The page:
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Founded in 2008, Bass Brigade is an unlikely offspring of streetwear, inspired by the outdoors and the world of urban bass fishing. Much like you’d skate, bike, or hitch to your favorite spot as a kid, this crew from California’s Central Valley also found a way to test local authorities’ patience as youngins, albeit with a rod and bait, instead of a spray can.

Now in its 6th year of operation, the company founded by trio Anthony Luna, Lloyd Gomez and Taylen Miguel, has become a full-time job for the three amigos, expanding its retail into countries worldwide and broadening its production range with hard goods to complement its popular line of apparel. Acknowledging its place as leaders of a new generation of fisherman, Bass Brigade not only focuses its attention on making a living through clothing, but is also aware of how its own success has provided a platform to give back to the community through youth workshops and skill shares.

While in the Bay Area, I caught up with the urban anglers for a chat about their role in spearheading a youth movement in the world of bass fishing and how inspiration from streetwear has produced global growth within a subculture whose presence continues to expand with each passing day.

Bass Brigade co-founders Anthony Luna and Lloyd Gomez with their angling crew

LUIS: So let’s start with this… what exactly is an urban bass angler?
Lloyd: To us, it’s an outdoorsmen who takes his/her love of bass fishing, or any fishing in general, into city limits slash urban settings. Whether it’s downtown or in the urban landscape of cities that have water ways where fishing is acceptable. Basically, taking the urban setting and going out and fishing in that type of arena; no boat, gear in hand, backpack full of bait and just fishing.

Is that a term you guys coined or is it something that’s always existed?
Lloyd: It probably existed [before] but we kind of — I don’t want say that we set that example and coined it, but I think from the platforms we’ve created, it gave us and the thousands of other anglers that are likeminded a way to showcase their love for fishing and that name just came about. It’s someone who just walks out of their backyard and goes fishing, rather than hiking up hills or driving miles away to a lake.

Is Modesto [California] what you’d consider a perfect place to do some urban fishing? Is that we’re you’re all from?
Tay: Yeah, we’re pretty much all from Modesto. We’re all from different parts [of Modesto] but when we were kids we were always urban angling, because of the accessibility for fishing [in the area]. We couldn’t drive [as kids], so we’d skate or ride our bikes to a pond and start fishing from there… Growing up in Modesto was a good thing because we have a ton of local ponds and a lot of untouched waters.

Lloyd: It’s actually not that surprising that Modesto is a hub of what we do because we’re surrounded by some of the nation’s great bodies of fisheries. We have the California Delta right in our backyard – we’re probably only 30 minutes away – and we’ve got the Motherlode lakes that are east and they’re all very much prime lakes here in the US. We’re really blessed to be surrounded by that, so it just made sense to define the sport even more. Because there’s this subculture of bass fishing alone and when you dig deep into [it], it gets very intricate of how just fishing alone can be so interesting with the different types of approaches and methods. We’ve got a pretty unconventional approach to bass fishing, compared to most of the people that don’t live in California. Somehow here in California there’s a certain style, a certain look, a certain approach. I think even to this day we still kind of get frowned upon by the things that we do in order to chase these trophy bass.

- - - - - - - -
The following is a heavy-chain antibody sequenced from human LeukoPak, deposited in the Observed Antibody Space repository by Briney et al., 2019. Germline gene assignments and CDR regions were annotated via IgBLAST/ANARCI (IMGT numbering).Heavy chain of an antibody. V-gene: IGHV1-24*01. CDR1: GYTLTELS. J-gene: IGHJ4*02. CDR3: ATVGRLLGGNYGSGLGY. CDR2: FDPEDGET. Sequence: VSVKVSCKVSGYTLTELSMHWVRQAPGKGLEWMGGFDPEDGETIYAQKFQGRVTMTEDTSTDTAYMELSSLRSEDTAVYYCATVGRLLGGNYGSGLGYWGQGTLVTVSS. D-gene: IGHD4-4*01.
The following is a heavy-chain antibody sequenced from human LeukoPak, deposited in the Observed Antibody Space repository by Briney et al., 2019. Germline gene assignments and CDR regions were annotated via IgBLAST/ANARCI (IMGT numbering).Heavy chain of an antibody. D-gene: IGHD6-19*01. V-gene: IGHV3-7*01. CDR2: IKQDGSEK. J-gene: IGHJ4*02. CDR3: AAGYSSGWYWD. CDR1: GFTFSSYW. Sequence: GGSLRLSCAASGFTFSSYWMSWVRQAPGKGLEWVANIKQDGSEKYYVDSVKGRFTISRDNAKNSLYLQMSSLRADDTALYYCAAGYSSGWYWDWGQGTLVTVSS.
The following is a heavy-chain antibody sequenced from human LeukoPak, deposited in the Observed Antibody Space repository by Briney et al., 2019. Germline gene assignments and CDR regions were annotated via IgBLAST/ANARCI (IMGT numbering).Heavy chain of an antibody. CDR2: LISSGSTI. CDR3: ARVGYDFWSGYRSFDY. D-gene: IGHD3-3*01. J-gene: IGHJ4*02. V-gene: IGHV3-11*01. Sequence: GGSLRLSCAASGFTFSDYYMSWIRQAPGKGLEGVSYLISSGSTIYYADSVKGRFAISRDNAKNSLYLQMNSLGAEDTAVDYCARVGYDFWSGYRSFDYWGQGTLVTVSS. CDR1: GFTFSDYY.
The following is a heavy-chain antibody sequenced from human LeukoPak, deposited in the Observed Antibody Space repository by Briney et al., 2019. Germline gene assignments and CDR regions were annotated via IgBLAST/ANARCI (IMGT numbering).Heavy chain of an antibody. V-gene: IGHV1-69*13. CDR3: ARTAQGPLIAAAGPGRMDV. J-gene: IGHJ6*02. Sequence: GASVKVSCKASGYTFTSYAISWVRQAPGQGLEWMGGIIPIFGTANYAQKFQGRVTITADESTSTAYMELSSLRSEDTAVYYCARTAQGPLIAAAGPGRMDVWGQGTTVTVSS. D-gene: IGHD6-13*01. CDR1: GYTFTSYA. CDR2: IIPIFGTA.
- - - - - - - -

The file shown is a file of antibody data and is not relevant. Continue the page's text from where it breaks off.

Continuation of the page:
Bass Brigade teaching the young bucks a thing or two about bait

For someone that isn’t well versed in fishing culture or isn’t familiar with terminology/etiquette, what makes you guys so different from the rest of the country.
Anthony: Everything we do is different. From the lures, the rods – you have your standard production rods and reels and we take that to the next level by customizing them and tuning them so they outperform other reels. Lures, we’re customizing them, we’re making them different in the way they swim and move; anything the person next to you is doing, we’re trying to do it differently… We’re not just trying to catch the small guys, we’re going for the trophy sized ones – ten pounds plus. It’s just a different dedication. I’m talking waking up at 3 o’clock in the morning when everyone’s sleeping so we can fish their apartment lake. It’s really having to stay off the grid so we don’t get caught. We try to do it in the most legal way possible.

I sense a sort of rebellious attitude with what you guys do, sort of what’s shaped streetwear. In a way.
Lloyd: It’s no different than when we used to skate and find our spot; it’s the same thing with fishing. We’re trying to look for those spots, but knowing that they’re either private property – we get permission or we can’t get permission – but we still have that mission to fish that spot and grind that spot. We don’t condone it whatsoever, but at the beginning of Bass Brigade, that’s what we did.

We were the dudes hopping barbed wire fences to get on the old man’s property and doing what we had to do. Get the bite, boombounce, do it the next day. That was our thrill and that was our pursuit and it reaped our rewards. We’re doing that all for the excitement of catching a fish, taking a picture, and then putting it back; that’s all. It’s that rush, that bite. The fifteen seconds where you’re fighting this fish, the two minutes where you’re fighting this fish; all just to release and do it again.

Central Valley News report on Bass Brigade’s work within Modesto’s youth community

Bass Brigade co-founder Taylen Miguel

I’ll admit, when I think of bass fishing, I go back to my days as a kid, on Saturday morning, tuning into ESPN and being pissed that the only programming was a bunch of old dudes on a boat, looking for fish. For those ignorant like myself, would you say the sport’s grown younger in recent years?
LloydFrom the conception of Bass Brigade, our visuals and tone of voice, down to the photography and imagery, and everything we’ve created, it totally spoke to the younger generation. And we didn’t do that on purpose, we did it because we ourselves as creatives wanted to do it that way and we felt that was the DNA and the brand essence of Bass Brigade.